The Role of Portals in Smart Cities

This audio was created using Microsoft Azure Speech Services

Before delving into the primary objective of this post, I would like to point out the difference between a portal and a website.

The word “Portal” is a term that has become very popular in both social and business circles, which makes it difficult to clearly differentiate it from an “Internet Site”. Towards the end of the 90s, as computer science students we used the term “Internet Web Page” to refer to the page, for example, of a clothing store. This was its “E-commerce Website”. But it appears that the “Portal” concept is definitively more attractive, even though the most appropriate term for referring to most sites we find published on the Internet should be “Website”.

We use the word “Portal” strictly as a synonym for “Port” to initiate browsing. Just as a traveler arrives at a “Maritime Port” to begin his or her cruise on the Mediterranean, an internet user goes to their “Portal” to begin navigating the internet. The aim: to wind up in terminal “Websites” where the information sought by the user is actually found. Based on this idea, we can understand that a powerful information engine is essential to “Portals”, an element which a “Website” may lack, as in the case, for example, of the web page of a modest neighborhood shop.

Most major portals also provide other services or utilities, including news, weather, entertainment, sports, finance and others. Their revenues usually come from the sale of advertising platforms, and the key to their business lies in positioning themselves in navigating users in their search for information to the destination sites.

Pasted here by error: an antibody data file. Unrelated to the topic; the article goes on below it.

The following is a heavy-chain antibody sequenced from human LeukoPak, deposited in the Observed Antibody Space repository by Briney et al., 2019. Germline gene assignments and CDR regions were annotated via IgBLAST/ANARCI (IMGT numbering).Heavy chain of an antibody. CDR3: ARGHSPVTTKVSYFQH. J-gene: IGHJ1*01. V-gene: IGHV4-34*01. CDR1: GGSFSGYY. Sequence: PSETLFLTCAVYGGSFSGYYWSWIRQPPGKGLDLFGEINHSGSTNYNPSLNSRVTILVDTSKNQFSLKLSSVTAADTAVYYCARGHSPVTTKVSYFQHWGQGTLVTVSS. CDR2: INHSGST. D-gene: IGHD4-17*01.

Linked to the idea of the Portal notion, as part of the future “Smart Cities”,  “Smart City Portals” should act as the bridge towards so-called “e-government services”. These portals will be essential in modernizing our governments and are understood only if they have the capacity to meet the following citizen needs:
1. Providing information: With the capability to offer information on available services. These types of portals will customarily include information on matters of significant interest to citizens, such as the following:

  • Parking facilities
  • Light sensors distributed throughout the city
  • City temperature and humidity levels
  • Garbage collection
  • Etc.

2. Data interaction: These portals will enable users to take part in and interact with the material housed online.

3. Transaction support: Portals will offer increasingly more customized web-based service transactions to meet user needs, featuring highly important multi-channel access.

4. Participation: These collaborative portals will enable citizens to be involved in future decisions, offering truly pertinent online services. Blogs, Group Discussions, Wikis and others shall constitute customary tools for incentivating collaboration.

In the current context of Social Networks and Web 2.0 Technologies, “Smart City Portals” are bound to succeed, even while facing the challenge of achieving a concurrence of expectations of an “excessively” large community of users and a highly significant variety of available digital platforms.

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